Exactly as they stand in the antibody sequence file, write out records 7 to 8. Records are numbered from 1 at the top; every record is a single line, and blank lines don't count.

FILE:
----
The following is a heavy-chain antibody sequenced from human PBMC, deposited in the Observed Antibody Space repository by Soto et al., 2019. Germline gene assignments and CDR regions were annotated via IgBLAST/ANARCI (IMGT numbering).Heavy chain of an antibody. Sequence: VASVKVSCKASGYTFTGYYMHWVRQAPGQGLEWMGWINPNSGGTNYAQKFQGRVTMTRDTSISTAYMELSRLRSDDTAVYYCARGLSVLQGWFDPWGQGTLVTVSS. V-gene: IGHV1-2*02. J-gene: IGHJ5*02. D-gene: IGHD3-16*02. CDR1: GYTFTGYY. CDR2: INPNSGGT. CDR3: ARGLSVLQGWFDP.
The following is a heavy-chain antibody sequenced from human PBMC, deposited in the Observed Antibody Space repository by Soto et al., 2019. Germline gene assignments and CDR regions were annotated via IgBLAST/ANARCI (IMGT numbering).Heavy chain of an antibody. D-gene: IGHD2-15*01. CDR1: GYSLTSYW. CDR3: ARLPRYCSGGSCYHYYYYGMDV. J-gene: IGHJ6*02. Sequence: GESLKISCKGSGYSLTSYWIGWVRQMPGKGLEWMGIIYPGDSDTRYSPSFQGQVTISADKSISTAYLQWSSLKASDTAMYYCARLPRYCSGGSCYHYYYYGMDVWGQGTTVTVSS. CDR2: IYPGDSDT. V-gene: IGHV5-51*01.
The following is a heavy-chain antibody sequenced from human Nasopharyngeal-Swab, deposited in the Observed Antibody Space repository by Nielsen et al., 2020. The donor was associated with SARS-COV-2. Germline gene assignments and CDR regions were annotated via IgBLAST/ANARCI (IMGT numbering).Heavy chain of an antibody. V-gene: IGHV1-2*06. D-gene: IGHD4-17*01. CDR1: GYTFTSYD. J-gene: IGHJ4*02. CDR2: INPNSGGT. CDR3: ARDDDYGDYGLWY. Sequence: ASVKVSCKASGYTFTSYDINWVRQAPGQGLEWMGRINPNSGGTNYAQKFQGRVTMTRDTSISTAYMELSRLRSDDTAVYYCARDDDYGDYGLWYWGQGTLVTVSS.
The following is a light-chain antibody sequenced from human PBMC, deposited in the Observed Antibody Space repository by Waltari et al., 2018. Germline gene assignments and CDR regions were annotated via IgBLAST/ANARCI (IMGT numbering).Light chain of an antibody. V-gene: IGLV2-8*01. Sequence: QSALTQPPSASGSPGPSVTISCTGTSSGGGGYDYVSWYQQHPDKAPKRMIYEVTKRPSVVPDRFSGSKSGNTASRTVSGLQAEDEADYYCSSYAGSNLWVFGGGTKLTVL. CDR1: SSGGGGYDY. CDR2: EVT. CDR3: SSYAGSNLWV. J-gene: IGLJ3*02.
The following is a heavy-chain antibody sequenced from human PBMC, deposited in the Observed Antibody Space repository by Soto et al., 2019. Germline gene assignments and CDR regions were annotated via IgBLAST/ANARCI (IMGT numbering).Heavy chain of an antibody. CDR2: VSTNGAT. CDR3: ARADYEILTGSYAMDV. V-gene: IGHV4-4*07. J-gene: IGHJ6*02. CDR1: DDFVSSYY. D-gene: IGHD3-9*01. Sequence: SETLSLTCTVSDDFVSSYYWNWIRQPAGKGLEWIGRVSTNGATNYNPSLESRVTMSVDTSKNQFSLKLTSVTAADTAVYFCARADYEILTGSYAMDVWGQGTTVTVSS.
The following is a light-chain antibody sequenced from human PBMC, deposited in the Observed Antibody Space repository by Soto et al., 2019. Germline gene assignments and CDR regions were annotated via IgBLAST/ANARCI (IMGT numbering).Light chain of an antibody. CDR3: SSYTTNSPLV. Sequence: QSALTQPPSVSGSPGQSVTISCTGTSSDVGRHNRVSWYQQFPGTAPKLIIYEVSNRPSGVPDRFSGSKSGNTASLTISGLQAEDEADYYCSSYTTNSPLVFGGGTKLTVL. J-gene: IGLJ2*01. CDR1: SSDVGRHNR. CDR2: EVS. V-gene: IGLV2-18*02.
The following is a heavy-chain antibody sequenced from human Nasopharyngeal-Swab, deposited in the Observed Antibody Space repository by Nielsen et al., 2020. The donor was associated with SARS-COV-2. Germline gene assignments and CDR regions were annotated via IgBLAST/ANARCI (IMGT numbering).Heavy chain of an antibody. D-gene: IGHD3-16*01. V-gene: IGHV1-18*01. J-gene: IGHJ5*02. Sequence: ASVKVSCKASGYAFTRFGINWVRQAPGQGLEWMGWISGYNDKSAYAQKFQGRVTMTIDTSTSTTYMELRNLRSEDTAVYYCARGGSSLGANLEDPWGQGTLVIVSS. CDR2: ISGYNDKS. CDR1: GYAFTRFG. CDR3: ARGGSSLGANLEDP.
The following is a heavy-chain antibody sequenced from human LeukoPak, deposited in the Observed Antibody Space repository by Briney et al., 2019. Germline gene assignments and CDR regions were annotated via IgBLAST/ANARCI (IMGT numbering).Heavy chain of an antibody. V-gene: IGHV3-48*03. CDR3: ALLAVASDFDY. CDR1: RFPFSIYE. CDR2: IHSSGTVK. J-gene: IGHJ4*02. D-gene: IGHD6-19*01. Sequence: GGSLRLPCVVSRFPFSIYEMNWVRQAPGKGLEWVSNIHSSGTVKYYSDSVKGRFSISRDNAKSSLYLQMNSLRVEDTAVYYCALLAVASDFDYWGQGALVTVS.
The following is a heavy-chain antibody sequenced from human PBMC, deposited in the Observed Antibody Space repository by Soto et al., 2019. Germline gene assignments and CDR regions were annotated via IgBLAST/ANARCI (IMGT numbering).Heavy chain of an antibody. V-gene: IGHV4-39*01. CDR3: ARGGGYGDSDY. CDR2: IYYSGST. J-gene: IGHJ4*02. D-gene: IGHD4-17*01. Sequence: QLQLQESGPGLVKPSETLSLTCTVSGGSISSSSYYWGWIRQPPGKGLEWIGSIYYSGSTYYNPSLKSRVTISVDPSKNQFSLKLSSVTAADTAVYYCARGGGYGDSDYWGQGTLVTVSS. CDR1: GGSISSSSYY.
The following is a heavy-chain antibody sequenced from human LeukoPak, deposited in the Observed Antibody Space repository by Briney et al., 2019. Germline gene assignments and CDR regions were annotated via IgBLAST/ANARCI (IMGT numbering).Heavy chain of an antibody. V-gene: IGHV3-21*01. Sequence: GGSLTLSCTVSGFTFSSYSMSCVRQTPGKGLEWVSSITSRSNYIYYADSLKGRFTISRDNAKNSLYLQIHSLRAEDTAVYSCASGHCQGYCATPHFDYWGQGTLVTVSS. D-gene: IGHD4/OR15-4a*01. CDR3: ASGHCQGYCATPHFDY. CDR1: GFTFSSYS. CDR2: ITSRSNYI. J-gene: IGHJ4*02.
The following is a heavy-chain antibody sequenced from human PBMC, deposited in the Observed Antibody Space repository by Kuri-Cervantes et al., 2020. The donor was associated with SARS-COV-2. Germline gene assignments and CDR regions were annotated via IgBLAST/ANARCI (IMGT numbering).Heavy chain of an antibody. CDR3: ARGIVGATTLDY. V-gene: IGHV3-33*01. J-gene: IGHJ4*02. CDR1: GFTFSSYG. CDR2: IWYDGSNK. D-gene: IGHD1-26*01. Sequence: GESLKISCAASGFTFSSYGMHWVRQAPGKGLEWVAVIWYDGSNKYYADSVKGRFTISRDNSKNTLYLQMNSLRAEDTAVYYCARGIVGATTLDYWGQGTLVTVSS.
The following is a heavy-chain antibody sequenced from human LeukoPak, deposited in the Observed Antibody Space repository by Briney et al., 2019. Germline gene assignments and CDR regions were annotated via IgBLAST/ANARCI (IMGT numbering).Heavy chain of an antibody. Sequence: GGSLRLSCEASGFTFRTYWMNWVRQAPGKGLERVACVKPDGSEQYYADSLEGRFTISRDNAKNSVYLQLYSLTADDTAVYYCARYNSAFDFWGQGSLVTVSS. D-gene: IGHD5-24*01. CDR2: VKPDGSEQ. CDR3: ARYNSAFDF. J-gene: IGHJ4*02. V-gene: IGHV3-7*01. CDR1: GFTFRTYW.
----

The following is a heavy-chain antibody sequenced from human Nasopharyngeal-Swab, deposited in the Observed Antibody Space repository by Nielsen et al., 2020. The donor was associated with SARS-COV-2. Germline gene assignments and CDR regions were annotated via IgBLAST/ANARCI (IMGT numbering).Heavy chain of an antibody. D-gene: IGHD3-16*01. V-gene: IGHV1-18*01. J-gene: IGHJ5*02. Sequence: ASVKVSCKASGYAFTRFGINWVRQAPGQGLEWMGWISGYNDKSAYAQKFQGRVTMTIDTSTSTTYMELRNLRSEDTAVYYCARGGSSLGANLEDPWGQGTLVIVSS. CDR2: ISGYNDKS. CDR1: GYAFTRFG. CDR3: ARGGSSLGANLEDP.
The following is a heavy-chain antibody sequenced from human LeukoPak, deposited in the Observed Antibody Space repository by Briney et al., 2019. Germline gene assignments and CDR regions were annotated via IgBLAST/ANARCI (IMGT numbering).Heavy chain of an antibody. V-gene: IGHV3-48*03. CDR3: ALLAVASDFDY. CDR1: RFPFSIYE. CDR2: IHSSGTVK. J-gene: IGHJ4*02. D-gene: IGHD6-19*01. Sequence: GGSLRLPCVVSRFPFSIYEMNWVRQAPGKGLEWVSNIHSSGTVKYYSDSVKGRFSISRDNAKSSLYLQMNSLRVEDTAVYYCALLAVASDFDYWGQGALVTVS.